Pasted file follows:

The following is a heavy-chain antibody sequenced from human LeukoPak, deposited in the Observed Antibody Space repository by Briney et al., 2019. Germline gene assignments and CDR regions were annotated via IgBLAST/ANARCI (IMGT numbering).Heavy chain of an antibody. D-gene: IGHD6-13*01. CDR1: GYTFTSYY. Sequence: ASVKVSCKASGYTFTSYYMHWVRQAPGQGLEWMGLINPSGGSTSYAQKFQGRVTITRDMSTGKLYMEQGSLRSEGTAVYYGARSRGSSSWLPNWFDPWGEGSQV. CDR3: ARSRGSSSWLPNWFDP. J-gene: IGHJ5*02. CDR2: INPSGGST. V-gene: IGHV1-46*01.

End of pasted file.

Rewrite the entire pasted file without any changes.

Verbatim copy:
The following is a heavy-chain antibody sequenced from human LeukoPak, deposited in the Observed Antibody Space repository by Briney et al., 2019. Germline gene assignments and CDR regions were annotated via IgBLAST/ANARCI (IMGT numbering).Heavy chain of an antibody. D-gene: IGHD6-13*01. CDR1: GYTFTSYY. Sequence: ASVKVSCKASGYTFTSYYMHWVRQAPGQGLEWMGLINPSGGSTSYAQKFQGRVTITRDMSTGKLYMEQGSLRSEGTAVYYGARSRGSSSWLPNWFDPWGEGSQV. CDR3: ARSRGSSSWLPNWFDP. J-gene: IGHJ5*02. CDR2: INPSGGST. V-gene: IGHV1-46*01.